an anti-symmetric eigenfunction. Using antisymmetry of the product of
the two may immediately convince you that this vanishes. To illustrate
the more general procedure, we consider two eigenfunctions,
and with
*different* eigenvalues and for the symmetry
operation . Then we can write
where we first let act on the left, and then on the right
function. The fact that leads to the
well-known theorem saying that two eigenvectors of a Hermitian operator
with *different* eigenvalues, are orthogonal (if the eigenvalues are the
same, the wave functions are either identical or they can be chosen
orthogonal).

The key result is that a similar conclusion can be drawn for the expectation value of the Hamiltonian. which, as directly gives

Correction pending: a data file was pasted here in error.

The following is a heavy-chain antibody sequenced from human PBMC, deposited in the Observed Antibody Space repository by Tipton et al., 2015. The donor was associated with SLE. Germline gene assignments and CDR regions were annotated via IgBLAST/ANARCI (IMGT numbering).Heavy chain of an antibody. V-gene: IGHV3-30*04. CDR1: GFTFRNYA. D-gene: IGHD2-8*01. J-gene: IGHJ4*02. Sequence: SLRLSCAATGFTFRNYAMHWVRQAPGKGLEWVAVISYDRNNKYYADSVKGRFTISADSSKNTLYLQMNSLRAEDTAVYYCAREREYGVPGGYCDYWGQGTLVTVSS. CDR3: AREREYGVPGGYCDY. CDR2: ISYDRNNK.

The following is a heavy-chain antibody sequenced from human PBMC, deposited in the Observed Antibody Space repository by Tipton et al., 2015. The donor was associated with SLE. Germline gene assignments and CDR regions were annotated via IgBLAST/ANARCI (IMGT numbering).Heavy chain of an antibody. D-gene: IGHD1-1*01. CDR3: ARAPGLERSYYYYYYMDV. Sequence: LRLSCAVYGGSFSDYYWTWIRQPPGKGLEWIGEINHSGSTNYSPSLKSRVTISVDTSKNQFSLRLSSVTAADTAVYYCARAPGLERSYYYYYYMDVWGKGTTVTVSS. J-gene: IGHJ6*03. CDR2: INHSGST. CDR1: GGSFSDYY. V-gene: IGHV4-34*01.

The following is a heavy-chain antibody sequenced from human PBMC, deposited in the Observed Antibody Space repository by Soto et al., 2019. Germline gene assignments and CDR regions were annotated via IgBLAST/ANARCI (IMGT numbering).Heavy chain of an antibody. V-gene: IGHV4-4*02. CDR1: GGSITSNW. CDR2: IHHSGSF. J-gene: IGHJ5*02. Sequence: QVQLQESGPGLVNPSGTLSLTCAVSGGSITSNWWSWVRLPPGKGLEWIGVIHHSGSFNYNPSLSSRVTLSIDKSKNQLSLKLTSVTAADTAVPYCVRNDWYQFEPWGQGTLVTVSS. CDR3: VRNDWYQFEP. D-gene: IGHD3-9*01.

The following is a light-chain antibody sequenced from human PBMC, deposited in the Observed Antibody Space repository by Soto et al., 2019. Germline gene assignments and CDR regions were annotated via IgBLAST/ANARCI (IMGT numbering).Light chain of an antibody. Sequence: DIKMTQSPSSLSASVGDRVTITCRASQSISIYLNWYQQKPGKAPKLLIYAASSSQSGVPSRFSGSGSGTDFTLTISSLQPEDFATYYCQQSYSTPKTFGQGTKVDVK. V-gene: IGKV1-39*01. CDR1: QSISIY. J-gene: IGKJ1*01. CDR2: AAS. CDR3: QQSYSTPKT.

For an orthonormal basis set, we see that, if we would order the basis
functions in our set with respect to their eigenvalue of ,
the Hamiltonian becomes *block-diagonal*. For our simple
reflection-symmetric example, denoting the symmetric basis functions by
and the antisymmetric ones by
where runs from 1 to , we
have
We can diagonalise the two blocks on the diagonal independently. This
takes steps (up to a multiplicative constant), which is 4
times less than (up to the same constant) required to diagonalise
the full Hamiltonian! If there are additional symmetries, they can be
used to reduce the work required even further.

If the basis is non-orthogonal, it still holds that basis functions
having different eigenvalues under the symmetry-operator
are orthogonal and that the matrix elements of the Hamiltonian between
them vanishes. This means that the Hamiltonian matrix *and* the overlap
matrix have the same block-diagonal structure. Therefore, the respective
generalised eigenvalues for the blocks can be dealt with independently
of each other and we achieve the same speed-up.

What we have touched upon is an example of the application of group theory in physics, which is an important topic on its own.